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You decided to visit your sister at Penn, and instead of the wild night you had hoped for, ended up binging true crime shows and crashing on her futon. Before heading back to your responsibility-filled adult life, head to Renata’s Kitchen for brunch. The Mediterranean menu has everything from peppery shakshuka to fluffy pumpkin french toast that will give you just enough energy to make it back to your apartment for your next nap. 

Manakeesh is part-Lebanese lunch spot, part-bakery, and a quick and easy option whether you want to get some work done over baklava or catch up with a friend. The flatbreads are perfect for sharing and are topped with everything from labneh and za’atar to lamb lahm bajeen. No matter what you do, don’t leave without checking out the baked goods. You can pretend the big box you leave with is to share with your coworkers, even though there’s a 0% chance that actually happens.

If you’ve been to the original Vietnam Restaurant in Chinatown, then you already know it has incredible dishes like vermicelli rice noodle bowls, papaya salad, and lime chicken. Plus, the Polynesian cocktails are way stronger than they taste. The Vietnam Cafe in University City has pretty much the same food and drink situation, but it’s larger than the Chinatown location, and there’s always a table open–even if you show up with your entire Chem 101 class.

With a menu longer than our DVR list after a long vacation, it may be hard to decide between truffle edamame lobster sticky rice or eggplant in garlic sauce when ordering at Dim Sum House. But if your group comes hungry, you should go for both dishes, plus a couple of noodle plates and a round of their crunchy salt and pepper wings. With massive tables throughout the dining space, you could probably fit your extended family and their extended family in here, especially if everyone’s down for soup dumplings and scallion pancakes.

We wait in line for new drivers licenses and a copious amount of water from the supermarket when there's a threat of two inches of snow. So we’re okay with waiting to get into Sabrina’s Cafe in University City for brunch on the weekends (they don’t take reservations). Get the lemon ricotta pancakes. These come with a berry compote, in case you want a change of pace from drowning your pancakes in syrup. All of Sabrina's locations are open every day of the week, so you could always ditch your group and head here for a solo Tuesday meal when you need some peace over pancakes.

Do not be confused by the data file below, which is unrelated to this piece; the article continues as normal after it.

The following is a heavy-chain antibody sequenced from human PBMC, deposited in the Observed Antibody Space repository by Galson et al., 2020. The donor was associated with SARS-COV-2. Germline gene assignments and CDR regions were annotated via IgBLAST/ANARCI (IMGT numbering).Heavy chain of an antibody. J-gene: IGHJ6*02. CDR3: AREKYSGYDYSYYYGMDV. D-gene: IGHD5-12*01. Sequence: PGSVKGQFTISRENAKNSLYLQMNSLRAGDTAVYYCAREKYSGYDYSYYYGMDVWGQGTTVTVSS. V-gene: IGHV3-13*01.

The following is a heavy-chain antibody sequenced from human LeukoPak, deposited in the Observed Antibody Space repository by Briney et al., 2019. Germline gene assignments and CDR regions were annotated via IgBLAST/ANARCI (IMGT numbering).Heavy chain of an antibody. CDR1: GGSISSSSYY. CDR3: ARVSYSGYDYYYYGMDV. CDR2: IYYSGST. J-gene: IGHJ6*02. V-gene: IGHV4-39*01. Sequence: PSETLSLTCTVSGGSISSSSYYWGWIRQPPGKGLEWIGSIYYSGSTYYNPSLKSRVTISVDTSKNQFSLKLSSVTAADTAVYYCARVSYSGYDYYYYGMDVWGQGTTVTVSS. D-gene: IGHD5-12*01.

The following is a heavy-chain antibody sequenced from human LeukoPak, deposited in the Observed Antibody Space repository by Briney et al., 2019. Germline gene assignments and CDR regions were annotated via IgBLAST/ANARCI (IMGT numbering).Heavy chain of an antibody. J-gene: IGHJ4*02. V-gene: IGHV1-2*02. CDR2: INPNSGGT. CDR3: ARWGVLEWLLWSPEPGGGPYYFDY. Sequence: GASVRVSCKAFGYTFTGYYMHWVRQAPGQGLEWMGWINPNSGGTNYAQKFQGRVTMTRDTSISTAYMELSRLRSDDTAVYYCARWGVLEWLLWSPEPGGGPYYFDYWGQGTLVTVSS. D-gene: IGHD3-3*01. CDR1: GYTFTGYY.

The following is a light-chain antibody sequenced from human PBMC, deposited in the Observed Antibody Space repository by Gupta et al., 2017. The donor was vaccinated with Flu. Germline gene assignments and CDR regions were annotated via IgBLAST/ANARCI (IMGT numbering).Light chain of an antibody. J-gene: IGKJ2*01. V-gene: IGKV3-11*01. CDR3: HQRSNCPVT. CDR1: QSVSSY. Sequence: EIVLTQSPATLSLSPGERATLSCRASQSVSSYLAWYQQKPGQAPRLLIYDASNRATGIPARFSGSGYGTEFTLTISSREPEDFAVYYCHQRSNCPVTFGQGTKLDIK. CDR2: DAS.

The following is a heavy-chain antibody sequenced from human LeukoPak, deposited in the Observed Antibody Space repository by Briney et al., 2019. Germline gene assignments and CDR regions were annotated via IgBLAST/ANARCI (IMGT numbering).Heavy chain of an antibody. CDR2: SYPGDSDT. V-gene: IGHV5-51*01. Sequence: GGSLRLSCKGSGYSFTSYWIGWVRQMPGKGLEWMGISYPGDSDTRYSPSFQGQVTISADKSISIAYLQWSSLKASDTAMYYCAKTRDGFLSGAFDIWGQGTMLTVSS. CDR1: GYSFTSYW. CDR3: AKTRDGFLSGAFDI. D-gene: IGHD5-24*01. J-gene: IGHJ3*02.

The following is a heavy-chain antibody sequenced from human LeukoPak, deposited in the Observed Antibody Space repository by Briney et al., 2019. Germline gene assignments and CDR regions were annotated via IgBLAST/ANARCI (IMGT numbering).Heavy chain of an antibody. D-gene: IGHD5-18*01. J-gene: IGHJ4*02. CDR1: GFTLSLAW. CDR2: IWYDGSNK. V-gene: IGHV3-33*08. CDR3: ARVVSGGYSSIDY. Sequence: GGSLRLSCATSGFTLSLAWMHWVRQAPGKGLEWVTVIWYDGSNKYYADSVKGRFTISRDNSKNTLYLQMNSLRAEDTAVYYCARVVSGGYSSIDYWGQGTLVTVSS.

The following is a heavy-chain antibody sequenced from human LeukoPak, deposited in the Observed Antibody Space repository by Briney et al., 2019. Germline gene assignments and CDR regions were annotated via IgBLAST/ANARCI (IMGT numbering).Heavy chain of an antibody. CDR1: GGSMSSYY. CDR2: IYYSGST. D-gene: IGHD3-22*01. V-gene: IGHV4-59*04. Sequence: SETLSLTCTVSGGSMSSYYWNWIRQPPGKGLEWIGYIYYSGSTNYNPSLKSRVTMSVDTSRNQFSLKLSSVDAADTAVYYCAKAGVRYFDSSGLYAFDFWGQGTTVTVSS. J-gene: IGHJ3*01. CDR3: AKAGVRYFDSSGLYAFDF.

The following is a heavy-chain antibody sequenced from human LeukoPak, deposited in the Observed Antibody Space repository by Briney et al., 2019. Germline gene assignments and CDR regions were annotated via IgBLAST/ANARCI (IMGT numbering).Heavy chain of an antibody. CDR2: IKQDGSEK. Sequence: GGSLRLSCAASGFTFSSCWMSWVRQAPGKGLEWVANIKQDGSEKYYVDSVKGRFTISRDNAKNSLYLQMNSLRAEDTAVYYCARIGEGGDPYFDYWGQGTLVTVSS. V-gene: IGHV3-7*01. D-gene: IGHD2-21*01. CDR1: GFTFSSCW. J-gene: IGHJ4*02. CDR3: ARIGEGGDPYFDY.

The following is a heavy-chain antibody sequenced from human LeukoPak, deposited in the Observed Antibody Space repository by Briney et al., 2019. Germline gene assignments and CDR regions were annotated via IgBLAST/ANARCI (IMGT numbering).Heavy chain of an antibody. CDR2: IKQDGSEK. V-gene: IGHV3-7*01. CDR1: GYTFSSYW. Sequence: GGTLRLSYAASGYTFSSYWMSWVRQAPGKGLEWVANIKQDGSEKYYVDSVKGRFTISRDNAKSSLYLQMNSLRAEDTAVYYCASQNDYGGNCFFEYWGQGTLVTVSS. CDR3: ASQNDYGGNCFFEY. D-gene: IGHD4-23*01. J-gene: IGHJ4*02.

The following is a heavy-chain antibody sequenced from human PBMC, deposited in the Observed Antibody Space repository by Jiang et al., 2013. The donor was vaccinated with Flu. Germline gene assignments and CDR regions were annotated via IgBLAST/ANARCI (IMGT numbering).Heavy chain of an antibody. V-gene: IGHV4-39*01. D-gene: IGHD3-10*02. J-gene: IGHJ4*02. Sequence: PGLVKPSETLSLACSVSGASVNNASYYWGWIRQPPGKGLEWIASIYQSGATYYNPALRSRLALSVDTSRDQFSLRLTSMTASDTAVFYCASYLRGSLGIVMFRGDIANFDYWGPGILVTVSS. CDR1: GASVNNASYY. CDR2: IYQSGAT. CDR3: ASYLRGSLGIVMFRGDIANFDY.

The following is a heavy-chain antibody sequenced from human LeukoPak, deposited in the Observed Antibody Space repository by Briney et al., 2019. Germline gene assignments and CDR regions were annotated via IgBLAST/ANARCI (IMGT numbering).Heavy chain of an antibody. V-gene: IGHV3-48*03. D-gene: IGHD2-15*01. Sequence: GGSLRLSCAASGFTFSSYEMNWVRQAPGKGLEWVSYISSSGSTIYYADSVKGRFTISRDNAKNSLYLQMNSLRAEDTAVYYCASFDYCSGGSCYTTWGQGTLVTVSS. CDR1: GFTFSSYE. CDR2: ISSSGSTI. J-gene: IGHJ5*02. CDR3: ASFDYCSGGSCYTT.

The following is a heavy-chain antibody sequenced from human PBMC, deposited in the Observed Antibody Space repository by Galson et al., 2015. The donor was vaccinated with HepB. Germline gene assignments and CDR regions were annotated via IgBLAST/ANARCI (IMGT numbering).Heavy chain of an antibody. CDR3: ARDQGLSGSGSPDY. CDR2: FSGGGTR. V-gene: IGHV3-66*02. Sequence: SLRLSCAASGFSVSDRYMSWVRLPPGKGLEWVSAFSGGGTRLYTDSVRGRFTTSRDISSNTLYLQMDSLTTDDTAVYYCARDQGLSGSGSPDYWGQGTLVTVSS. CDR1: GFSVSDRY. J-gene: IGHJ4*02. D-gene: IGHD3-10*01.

The Han Dynasty in University City checks two important boxes–it serves some of the best Sichuan food around, and it’s a full-on sports bar to watch whatever game happens to be on TV. We love the spicy dan dan noodles with pork (but if spicy isn’t for you, they can bring down the heat). There are countless other delicious items on the menu, like dumplings in chili oil, scallion-style lamb, and tender ginger shredded duck. Order a bunch to enjoy while you watch the Flyers lose. 

Pod is a University City institution, much like the bushes on 40th and Spruce that students wake up in on Sundays. When they recover, most of them head to Pod to eat a spicy yellow tail roll in a neon rainbow booth. The menu is devoted to Japanese dishes—mostly sushi and robata plates. You’ll find standard options like crispy pork gyoza, spicy tuna crispy rice, and chicken teriyaki large enough to split with the table if you bring a group. It's not gonna blow your mind, but if you're in the area, it's a solid choice—even if you’re simply celebrating finding your favorite sunglasses among the shrubs after a wild night. 

Walnut Street Cafe is an all-day cafe right near 30th Street Station that has floor-to-ceiling windows on three sides–we wouldn’t blame you for mistaking it for a home you saw on Pinterest. Head here for the steak frites or burger dripping with porcini truffle aioli. They also have good Happy Hour snacks, like fried mozzarella and parmesan garlic chips with a peppery crème fraîche dip 4-8pm on Tuesday through Saturday. If you want something a little more substantial after the Acela, try the fried chicken sliders and three $5 beers.